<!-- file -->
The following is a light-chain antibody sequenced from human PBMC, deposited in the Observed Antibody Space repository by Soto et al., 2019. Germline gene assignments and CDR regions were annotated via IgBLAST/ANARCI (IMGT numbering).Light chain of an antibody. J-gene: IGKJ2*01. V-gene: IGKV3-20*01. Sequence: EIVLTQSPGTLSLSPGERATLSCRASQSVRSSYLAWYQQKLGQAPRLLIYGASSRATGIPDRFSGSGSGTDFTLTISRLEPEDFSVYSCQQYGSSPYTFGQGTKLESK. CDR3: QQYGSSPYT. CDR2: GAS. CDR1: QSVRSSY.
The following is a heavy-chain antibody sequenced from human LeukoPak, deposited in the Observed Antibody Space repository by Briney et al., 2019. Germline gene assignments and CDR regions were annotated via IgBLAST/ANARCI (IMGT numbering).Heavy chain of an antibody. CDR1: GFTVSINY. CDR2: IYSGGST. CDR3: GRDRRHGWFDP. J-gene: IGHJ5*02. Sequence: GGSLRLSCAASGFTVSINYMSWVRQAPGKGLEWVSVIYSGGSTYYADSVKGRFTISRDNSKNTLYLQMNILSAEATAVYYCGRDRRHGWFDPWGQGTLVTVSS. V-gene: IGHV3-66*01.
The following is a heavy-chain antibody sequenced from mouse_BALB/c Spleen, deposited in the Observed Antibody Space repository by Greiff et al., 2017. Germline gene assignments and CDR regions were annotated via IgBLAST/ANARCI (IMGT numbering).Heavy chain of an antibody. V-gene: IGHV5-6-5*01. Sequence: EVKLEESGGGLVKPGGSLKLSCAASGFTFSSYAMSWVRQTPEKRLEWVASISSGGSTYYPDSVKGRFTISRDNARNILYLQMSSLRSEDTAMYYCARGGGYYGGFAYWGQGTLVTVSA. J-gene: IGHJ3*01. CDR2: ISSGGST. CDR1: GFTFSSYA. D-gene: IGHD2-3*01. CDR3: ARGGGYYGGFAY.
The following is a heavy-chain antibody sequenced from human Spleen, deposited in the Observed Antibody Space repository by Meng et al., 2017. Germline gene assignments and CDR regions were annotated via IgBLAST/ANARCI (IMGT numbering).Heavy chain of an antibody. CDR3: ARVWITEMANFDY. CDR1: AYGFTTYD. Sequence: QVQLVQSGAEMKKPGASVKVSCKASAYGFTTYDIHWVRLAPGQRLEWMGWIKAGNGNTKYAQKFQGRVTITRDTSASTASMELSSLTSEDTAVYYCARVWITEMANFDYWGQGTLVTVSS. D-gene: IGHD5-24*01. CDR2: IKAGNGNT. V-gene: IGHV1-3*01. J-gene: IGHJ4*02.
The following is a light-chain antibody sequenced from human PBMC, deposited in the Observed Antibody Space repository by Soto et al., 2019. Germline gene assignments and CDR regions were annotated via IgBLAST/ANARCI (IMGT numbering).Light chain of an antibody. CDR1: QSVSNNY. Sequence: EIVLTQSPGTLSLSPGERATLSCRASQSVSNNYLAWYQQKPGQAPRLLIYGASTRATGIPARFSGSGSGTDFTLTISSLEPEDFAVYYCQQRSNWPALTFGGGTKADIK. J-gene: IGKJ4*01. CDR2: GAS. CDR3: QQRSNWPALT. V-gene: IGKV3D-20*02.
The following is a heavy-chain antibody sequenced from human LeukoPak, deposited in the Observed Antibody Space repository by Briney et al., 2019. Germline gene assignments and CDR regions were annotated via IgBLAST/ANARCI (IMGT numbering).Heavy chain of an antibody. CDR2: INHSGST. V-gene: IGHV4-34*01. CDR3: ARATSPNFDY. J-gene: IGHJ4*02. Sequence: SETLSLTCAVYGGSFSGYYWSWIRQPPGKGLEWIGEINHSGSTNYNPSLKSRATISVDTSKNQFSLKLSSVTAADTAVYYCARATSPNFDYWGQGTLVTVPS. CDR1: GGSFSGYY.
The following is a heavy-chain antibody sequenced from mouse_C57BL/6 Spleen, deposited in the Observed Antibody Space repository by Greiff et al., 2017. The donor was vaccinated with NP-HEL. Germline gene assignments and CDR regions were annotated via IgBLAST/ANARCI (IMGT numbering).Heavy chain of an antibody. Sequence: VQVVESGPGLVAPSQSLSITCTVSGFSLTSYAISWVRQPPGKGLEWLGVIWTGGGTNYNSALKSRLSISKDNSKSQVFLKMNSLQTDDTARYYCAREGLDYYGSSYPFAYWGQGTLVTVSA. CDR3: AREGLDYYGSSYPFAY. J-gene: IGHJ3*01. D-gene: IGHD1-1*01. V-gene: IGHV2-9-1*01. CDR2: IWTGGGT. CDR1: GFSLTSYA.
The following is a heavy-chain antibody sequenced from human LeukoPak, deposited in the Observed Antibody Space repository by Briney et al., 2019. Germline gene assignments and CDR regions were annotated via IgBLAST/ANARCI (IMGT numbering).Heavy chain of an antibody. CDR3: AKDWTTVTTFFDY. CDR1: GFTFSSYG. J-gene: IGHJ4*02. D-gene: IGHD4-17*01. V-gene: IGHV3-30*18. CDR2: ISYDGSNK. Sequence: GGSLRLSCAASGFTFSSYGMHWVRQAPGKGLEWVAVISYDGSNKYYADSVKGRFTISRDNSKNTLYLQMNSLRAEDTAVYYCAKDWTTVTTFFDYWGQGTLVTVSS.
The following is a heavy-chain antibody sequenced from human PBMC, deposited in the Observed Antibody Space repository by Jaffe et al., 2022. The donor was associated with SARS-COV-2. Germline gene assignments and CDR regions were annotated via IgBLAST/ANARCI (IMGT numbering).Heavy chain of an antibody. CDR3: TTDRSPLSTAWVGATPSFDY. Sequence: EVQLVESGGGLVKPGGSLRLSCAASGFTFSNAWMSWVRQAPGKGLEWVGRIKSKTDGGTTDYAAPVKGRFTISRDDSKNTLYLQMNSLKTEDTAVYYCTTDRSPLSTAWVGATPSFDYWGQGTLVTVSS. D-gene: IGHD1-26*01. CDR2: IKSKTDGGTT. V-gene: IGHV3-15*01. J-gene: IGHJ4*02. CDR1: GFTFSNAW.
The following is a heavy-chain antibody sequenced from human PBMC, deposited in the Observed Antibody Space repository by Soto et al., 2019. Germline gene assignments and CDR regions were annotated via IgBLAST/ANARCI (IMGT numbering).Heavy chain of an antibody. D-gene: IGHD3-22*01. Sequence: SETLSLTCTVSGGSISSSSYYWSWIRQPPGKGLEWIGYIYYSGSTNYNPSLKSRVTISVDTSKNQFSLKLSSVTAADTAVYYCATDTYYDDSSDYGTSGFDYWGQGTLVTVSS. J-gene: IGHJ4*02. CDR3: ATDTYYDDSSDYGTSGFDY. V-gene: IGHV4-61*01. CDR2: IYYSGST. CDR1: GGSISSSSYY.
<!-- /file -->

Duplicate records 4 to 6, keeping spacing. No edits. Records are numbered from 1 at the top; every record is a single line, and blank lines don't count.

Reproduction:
The following is a heavy-chain antibody sequenced from human Spleen, deposited in the Observed Antibody Space repository by Meng et al., 2017. Germline gene assignments and CDR regions were annotated via IgBLAST/ANARCI (IMGT numbering).Heavy chain of an antibody. CDR3: ARVWITEMANFDY. CDR1: AYGFTTYD. Sequence: QVQLVQSGAEMKKPGASVKVSCKASAYGFTTYDIHWVRLAPGQRLEWMGWIKAGNGNTKYAQKFQGRVTITRDTSASTASMELSSLTSEDTAVYYCARVWITEMANFDYWGQGTLVTVSS. D-gene: IGHD5-24*01. CDR2: IKAGNGNT. V-gene: IGHV1-3*01. J-gene: IGHJ4*02.
The following is a light-chain antibody sequenced from human PBMC, deposited in the Observed Antibody Space repository by Soto et al., 2019. Germline gene assignments and CDR regions were annotated via IgBLAST/ANARCI (IMGT numbering).Light chain of an antibody. CDR1: QSVSNNY. Sequence: EIVLTQSPGTLSLSPGERATLSCRASQSVSNNYLAWYQQKPGQAPRLLIYGASTRATGIPARFSGSGSGTDFTLTISSLEPEDFAVYYCQQRSNWPALTFGGGTKADIK. J-gene: IGKJ4*01. CDR2: GAS. CDR3: QQRSNWPALT. V-gene: IGKV3D-20*02.
The following is a heavy-chain antibody sequenced from human LeukoPak, deposited in the Observed Antibody Space repository by Briney et al., 2019. Germline gene assignments and CDR regions were annotated via IgBLAST/ANARCI (IMGT numbering).Heavy chain of an antibody. CDR2: INHSGST. V-gene: IGHV4-34*01. CDR3: ARATSPNFDY. J-gene: IGHJ4*02. Sequence: SETLSLTCAVYGGSFSGYYWSWIRQPPGKGLEWIGEINHSGSTNYNPSLKSRATISVDTSKNQFSLKLSSVTAADTAVYYCARATSPNFDYWGQGTLVTVPS. CDR1: GGSFSGYY.